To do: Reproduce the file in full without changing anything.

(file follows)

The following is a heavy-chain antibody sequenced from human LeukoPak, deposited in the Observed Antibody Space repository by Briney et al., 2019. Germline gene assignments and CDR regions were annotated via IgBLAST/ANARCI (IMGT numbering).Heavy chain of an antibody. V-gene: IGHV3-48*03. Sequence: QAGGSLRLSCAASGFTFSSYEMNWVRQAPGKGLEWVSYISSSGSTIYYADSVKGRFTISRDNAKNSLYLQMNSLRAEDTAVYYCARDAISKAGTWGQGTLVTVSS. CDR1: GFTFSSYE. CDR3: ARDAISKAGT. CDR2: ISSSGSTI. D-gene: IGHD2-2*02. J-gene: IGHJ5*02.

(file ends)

The following is a heavy-chain antibody sequenced from human LeukoPak, deposited in the Observed Antibody Space repository by Briney et al., 2019. Germline gene assignments and CDR regions were annotated via IgBLAST/ANARCI (IMGT numbering).Heavy chain of an antibody. V-gene: IGHV3-48*03. Sequence: QAGGSLRLSCAASGFTFSSYEMNWVRQAPGKGLEWVSYISSSGSTIYYADSVKGRFTISRDNAKNSLYLQMNSLRAEDTAVYYCARDAISKAGTWGQGTLVTVSS. CDR1: GFTFSSYE. CDR3: ARDAISKAGT. CDR2: ISSSGSTI. D-gene: IGHD2-2*02. J-gene: IGHJ5*02.